In 1719 I was brought to America, to . No cries could I make of joy. No rest till Sunday, 1724 when I wed Anna, Lil Easy Anna. Come 1763, the French words we so painfully spoke were replaced with another tongue, Spanish. We had friends of the Choctaw and Chickasaw Nations, saw parades and heard French Opera by 1790. The rhythms of , so familiar, touched me. A memory of home. Once again our blood ran bound to Orleans and I bowed the strings till this America swallowed us in 1803. A music that I never heard, the Orchestra, was there while in the streets the sounds of brass soldiers opened my ears, heart and mind. What is this? Why is this? And what could I make it be? For the balls of 1807 I sang. For my one quarter daughter's chance to join and become them.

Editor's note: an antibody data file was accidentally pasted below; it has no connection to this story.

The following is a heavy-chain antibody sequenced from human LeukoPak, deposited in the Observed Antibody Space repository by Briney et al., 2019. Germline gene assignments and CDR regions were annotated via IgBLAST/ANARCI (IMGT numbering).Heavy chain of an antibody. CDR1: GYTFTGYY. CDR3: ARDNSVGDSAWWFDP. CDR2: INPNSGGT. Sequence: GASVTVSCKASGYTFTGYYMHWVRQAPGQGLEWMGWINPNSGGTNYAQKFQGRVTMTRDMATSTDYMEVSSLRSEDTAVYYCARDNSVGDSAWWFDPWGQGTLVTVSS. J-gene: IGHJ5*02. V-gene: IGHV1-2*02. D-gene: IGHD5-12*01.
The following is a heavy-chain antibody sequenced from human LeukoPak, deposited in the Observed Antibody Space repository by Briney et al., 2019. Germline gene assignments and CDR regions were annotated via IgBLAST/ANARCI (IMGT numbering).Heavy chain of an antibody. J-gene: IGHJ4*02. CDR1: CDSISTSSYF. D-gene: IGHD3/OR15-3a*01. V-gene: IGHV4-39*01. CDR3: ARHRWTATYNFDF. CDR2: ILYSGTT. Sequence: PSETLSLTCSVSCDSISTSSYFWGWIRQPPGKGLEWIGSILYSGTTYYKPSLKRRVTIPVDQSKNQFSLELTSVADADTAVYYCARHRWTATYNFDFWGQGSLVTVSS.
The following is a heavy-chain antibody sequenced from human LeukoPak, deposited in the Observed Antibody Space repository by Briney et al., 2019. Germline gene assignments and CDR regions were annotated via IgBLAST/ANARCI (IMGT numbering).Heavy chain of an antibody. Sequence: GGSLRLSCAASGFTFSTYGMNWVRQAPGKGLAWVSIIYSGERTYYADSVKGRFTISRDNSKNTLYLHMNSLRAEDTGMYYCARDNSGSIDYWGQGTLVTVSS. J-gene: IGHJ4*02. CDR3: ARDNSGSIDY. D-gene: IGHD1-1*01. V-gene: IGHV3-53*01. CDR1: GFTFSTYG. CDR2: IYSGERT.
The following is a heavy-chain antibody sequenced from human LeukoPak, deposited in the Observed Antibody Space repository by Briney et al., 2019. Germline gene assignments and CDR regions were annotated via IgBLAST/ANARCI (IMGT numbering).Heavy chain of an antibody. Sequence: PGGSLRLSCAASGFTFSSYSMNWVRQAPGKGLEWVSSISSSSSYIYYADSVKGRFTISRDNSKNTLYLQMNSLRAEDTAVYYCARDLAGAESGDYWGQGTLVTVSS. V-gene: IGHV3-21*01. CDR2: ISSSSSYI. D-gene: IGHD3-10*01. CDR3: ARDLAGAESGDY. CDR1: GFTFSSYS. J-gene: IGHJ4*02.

But in 1817 I was conceived within the four corners of the . From the 1823 Market the produce nourished my body and my son, Gottschalk, who would feed them from their own recipes, was born. Parades filled the streets till 1838 when our first Tuesday became fat. The Marigny's Renaissance Theatre was mine in this 4th largest U.S. city. In the city's 80 ballrooms we minstreled til our 11 million chains did fall. Even though our code was faded to white, I sold many crafts and music. The city bowed two strings one white and the other for the 331,726 Noir. Emancipation was spelled out. On paper at least.
Just in time for the rags, in 1868 Joplin was born alongside the blues. Bolden put the hot sauce on the blues and New Orleans had to legislate a spot where you could come get jass, Storyville. Marching bandmen, church voices and those blues all fit together there real nicely, as if they were meant to be together.
And in 1915, after birth, nurturing and twenty years of early life in smoke filled bars, brothels, and gambling houses, they put me out. No wonder I've been traveling the world ever since calling every place and space my home.